June 30, 2011

On Drones

I just finished Peter Bergen and Katherine Tiedemann's essay on drone strikes in Foreign Affairs and recommend it. I especially agreed with the concluding recommendations, which address the two things that bother me most about the drone program thus far: perceptions and accountability.

Few in the U.S. government -- because the drone program has been, in the words of our new secretary of defense, "the only game in town" when it comes to targeting militants in Pakistan* -- have been willing to admit that the program could have second- and third-order effects that might off-set tactical gains. There is some evidence to suggest the drone strikes are not unpopular within the tribal areas themselves, but they are highly unpopular in Pakistan as a whole and in, one suspects, the Pakistani diaspora community. If we kill bad guys in the tribal areas, great. But if killing bad guys in the tribal areas makes people in Walthamstow or Connecticut want to blow themselves up**, not great. It seems to me that we have been willfully ignorant of the ways in which the program might be radicalizing militants outside the places where we can kill them and that what is a great CT platform is, in the absence of a broader strategy, a crappy CVE platform.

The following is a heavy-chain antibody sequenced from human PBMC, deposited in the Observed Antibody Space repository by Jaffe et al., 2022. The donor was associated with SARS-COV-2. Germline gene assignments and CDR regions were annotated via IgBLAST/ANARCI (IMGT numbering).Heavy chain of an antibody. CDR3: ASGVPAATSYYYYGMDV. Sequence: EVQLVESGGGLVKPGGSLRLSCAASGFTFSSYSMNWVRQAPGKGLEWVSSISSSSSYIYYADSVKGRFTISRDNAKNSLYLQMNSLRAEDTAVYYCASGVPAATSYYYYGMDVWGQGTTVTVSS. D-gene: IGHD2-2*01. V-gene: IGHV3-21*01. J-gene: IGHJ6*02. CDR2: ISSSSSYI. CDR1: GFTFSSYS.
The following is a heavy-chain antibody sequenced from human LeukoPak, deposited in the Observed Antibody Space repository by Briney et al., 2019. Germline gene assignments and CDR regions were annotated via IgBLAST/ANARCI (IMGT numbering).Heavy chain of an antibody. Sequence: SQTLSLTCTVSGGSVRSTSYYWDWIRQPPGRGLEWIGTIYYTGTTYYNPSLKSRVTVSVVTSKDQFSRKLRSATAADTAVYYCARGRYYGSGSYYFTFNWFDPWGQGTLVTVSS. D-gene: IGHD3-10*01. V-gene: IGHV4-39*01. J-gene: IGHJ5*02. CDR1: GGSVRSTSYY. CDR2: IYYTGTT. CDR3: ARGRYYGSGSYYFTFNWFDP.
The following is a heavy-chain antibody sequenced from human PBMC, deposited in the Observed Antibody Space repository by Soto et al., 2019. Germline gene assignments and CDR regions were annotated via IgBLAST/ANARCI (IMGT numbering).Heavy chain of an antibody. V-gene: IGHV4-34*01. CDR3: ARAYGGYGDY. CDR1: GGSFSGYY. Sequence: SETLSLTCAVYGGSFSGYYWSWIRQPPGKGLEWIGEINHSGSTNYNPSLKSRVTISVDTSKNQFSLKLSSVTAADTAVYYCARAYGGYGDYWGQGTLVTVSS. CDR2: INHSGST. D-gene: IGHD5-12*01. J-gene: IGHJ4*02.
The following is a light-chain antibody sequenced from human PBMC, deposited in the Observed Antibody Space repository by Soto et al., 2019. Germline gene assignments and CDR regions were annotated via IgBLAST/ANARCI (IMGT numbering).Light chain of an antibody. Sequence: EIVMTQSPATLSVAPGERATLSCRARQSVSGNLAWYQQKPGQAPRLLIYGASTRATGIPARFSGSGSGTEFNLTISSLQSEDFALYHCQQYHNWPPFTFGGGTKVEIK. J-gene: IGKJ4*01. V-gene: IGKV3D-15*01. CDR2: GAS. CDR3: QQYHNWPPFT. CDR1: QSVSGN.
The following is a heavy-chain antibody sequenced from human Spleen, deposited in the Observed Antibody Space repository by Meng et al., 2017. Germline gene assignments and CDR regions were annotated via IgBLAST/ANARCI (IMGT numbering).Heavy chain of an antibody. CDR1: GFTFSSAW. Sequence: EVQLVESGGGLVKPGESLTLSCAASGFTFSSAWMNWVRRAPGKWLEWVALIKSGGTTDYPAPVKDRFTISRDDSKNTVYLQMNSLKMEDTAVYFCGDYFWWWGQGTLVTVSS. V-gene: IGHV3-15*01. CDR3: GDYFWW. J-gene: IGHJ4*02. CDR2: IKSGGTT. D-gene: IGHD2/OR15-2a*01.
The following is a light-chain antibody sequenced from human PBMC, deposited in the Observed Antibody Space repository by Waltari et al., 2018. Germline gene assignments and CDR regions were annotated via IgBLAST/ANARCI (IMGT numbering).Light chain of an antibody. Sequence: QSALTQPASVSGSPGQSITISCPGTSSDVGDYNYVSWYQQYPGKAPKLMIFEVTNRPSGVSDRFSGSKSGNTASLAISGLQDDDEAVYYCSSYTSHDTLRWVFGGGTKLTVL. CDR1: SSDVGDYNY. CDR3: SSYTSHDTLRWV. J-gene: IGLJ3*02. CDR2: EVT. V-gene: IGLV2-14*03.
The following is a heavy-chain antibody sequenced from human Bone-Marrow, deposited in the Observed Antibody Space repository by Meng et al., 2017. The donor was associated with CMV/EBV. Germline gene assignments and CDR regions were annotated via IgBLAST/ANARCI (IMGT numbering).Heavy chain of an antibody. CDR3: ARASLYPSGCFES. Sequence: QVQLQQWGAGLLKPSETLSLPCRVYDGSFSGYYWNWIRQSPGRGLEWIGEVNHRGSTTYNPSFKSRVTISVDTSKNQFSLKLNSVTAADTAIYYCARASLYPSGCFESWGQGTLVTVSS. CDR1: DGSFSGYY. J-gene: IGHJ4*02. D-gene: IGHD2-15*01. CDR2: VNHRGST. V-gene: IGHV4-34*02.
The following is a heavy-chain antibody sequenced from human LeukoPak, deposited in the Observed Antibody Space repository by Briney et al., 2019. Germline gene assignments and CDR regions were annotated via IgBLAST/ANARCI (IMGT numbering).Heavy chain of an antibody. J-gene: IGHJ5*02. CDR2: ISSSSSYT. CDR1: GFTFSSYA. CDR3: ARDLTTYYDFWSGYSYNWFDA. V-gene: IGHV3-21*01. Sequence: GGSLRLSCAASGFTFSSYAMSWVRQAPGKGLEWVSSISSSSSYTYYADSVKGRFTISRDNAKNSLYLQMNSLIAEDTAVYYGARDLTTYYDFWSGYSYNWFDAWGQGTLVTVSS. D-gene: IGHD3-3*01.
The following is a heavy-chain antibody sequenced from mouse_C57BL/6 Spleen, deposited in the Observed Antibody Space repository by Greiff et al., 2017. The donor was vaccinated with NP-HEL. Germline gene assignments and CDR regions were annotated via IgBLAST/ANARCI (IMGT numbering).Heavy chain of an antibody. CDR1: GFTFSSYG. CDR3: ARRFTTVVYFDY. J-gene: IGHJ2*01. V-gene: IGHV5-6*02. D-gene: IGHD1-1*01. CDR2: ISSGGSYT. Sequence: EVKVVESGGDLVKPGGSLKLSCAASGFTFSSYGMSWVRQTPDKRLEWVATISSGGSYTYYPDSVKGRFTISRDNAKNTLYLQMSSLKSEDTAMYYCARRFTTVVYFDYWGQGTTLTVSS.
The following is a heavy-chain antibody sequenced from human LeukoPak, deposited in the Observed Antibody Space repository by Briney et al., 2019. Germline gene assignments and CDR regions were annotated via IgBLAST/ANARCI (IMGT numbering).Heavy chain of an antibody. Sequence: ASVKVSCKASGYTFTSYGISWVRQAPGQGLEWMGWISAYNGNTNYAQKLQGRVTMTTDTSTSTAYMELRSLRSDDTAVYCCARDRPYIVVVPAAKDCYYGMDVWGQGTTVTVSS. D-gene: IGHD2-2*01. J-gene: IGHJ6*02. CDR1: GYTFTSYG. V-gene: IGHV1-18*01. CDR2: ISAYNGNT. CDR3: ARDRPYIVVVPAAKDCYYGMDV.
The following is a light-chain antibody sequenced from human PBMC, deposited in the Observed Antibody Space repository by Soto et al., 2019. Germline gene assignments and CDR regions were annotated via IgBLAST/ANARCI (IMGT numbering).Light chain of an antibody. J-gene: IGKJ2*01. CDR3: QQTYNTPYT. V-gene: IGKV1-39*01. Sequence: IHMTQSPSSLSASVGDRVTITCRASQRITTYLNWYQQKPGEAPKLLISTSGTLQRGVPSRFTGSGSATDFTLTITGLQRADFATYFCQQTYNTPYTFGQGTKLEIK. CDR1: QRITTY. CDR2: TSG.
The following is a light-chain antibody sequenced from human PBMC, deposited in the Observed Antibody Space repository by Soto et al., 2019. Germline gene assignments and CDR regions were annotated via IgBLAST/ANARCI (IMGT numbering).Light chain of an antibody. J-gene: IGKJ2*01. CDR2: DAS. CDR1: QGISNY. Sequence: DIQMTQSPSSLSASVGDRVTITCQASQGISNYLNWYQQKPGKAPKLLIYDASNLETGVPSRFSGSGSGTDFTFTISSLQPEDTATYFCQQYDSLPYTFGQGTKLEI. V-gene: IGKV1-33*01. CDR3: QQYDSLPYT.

Bergen and Tiedemann suggest ways to make the program more transparent, which might address popular grievances. Bergen and Tiedemann also recommend transferring control of the program over from the intelligence community to the Department of Defense. Again, I think this makes a lot of sense because it would make the program both more transparent and also subject to more robust chains of accountability. Bergen and Tiedemann argue such a transfer of control would have other advantages, and they make a strong case.

Not that I think this will ever happen. The drone program has been, if nothing else, a great way for the intelligence community to justify its budget since 9/11, and various agencies will be reluctant to surrender control for both substantive reasons and budgetary reasons.

Contrary to popular belief, I have never been an anti-drone fundamentalist. But I do think the drone program has been a tactic executed in the absence of a strategy and without proper transparency and oversight. Bergen and Tiedemann's recommendations would go a long way toward addressing some of my main concerns.

*Aside from, apparently, Seal Team 6.

**Or lead someone to plant a bomb in Times Square, which is a total hypothetical, of course, and would never happen in real life.